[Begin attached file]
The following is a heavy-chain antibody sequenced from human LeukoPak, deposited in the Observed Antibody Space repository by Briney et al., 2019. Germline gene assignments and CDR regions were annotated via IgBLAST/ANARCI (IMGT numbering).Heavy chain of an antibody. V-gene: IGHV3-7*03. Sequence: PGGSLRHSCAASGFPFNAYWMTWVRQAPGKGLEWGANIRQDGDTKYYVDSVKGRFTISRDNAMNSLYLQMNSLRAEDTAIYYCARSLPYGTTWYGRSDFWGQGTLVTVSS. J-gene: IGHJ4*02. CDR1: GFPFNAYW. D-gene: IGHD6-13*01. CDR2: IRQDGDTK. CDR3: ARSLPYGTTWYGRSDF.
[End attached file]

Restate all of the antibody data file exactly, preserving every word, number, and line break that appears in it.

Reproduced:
The following is a heavy-chain antibody sequenced from human LeukoPak, deposited in the Observed Antibody Space repository by Briney et al., 2019. Germline gene assignments and CDR regions were annotated via IgBLAST/ANARCI (IMGT numbering).Heavy chain of an antibody. V-gene: IGHV3-7*03. Sequence: PGGSLRHSCAASGFPFNAYWMTWVRQAPGKGLEWGANIRQDGDTKYYVDSVKGRFTISRDNAMNSLYLQMNSLRAEDTAIYYCARSLPYGTTWYGRSDFWGQGTLVTVSS. J-gene: IGHJ4*02. CDR1: GFPFNAYW. D-gene: IGHD6-13*01. CDR2: IRQDGDTK. CDR3: ARSLPYGTTWYGRSDF.